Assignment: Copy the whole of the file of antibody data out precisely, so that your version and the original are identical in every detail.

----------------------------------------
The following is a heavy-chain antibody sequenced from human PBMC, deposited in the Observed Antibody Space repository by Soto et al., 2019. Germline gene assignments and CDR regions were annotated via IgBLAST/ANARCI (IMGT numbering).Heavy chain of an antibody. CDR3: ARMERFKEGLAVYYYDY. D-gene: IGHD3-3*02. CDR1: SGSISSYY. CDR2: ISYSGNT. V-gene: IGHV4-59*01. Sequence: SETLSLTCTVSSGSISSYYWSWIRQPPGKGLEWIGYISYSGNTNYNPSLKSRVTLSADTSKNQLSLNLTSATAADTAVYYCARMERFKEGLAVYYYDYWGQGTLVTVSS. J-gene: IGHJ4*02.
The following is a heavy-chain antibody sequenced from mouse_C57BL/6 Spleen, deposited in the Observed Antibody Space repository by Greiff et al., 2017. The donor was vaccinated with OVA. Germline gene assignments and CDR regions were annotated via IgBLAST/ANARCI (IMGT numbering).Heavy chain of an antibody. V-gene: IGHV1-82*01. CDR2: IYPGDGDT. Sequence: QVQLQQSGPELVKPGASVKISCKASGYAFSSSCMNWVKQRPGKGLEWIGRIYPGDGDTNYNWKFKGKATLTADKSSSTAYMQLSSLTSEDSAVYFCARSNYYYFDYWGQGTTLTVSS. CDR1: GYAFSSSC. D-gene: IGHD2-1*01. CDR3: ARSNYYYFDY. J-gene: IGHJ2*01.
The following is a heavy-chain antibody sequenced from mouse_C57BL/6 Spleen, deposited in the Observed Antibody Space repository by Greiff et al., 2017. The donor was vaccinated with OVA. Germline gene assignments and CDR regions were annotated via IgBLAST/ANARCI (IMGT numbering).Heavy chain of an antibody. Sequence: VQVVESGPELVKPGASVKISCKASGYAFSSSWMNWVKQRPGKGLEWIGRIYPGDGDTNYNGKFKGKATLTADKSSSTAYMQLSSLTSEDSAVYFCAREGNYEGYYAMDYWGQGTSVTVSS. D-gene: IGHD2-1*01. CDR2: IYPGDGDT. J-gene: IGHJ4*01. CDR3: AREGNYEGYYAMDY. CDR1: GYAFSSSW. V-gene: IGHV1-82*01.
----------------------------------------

The following is a heavy-chain antibody sequenced from human PBMC, deposited in the Observed Antibody Space repository by Soto et al., 2019. Germline gene assignments and CDR regions were annotated via IgBLAST/ANARCI (IMGT numbering).Heavy chain of an antibody. CDR3: ARMERFKEGLAVYYYDY. D-gene: IGHD3-3*02. CDR1: SGSISSYY. CDR2: ISYSGNT. V-gene: IGHV4-59*01. Sequence: SETLSLTCTVSSGSISSYYWSWIRQPPGKGLEWIGYISYSGNTNYNPSLKSRVTLSADTSKNQLSLNLTSATAADTAVYYCARMERFKEGLAVYYYDYWGQGTLVTVSS. J-gene: IGHJ4*02.
The following is a heavy-chain antibody sequenced from mouse_C57BL/6 Spleen, deposited in the Observed Antibody Space repository by Greiff et al., 2017. The donor was vaccinated with OVA. Germline gene assignments and CDR regions were annotated via IgBLAST/ANARCI (IMGT numbering).Heavy chain of an antibody. V-gene: IGHV1-82*01. CDR2: IYPGDGDT. Sequence: QVQLQQSGPELVKPGASVKISCKASGYAFSSSCMNWVKQRPGKGLEWIGRIYPGDGDTNYNWKFKGKATLTADKSSSTAYMQLSSLTSEDSAVYFCARSNYYYFDYWGQGTTLTVSS. CDR1: GYAFSSSC. D-gene: IGHD2-1*01. CDR3: ARSNYYYFDY. J-gene: IGHJ2*01.
The following is a heavy-chain antibody sequenced from mouse_C57BL/6 Spleen, deposited in the Observed Antibody Space repository by Greiff et al., 2017. The donor was vaccinated with OVA. Germline gene assignments and CDR regions were annotated via IgBLAST/ANARCI (IMGT numbering).Heavy chain of an antibody. Sequence: VQVVESGPELVKPGASVKISCKASGYAFSSSWMNWVKQRPGKGLEWIGRIYPGDGDTNYNGKFKGKATLTADKSSSTAYMQLSSLTSEDSAVYFCAREGNYEGYYAMDYWGQGTSVTVSS. D-gene: IGHD2-1*01. CDR2: IYPGDGDT. J-gene: IGHJ4*01. CDR3: AREGNYEGYYAMDY. CDR1: GYAFSSSW. V-gene: IGHV1-82*01.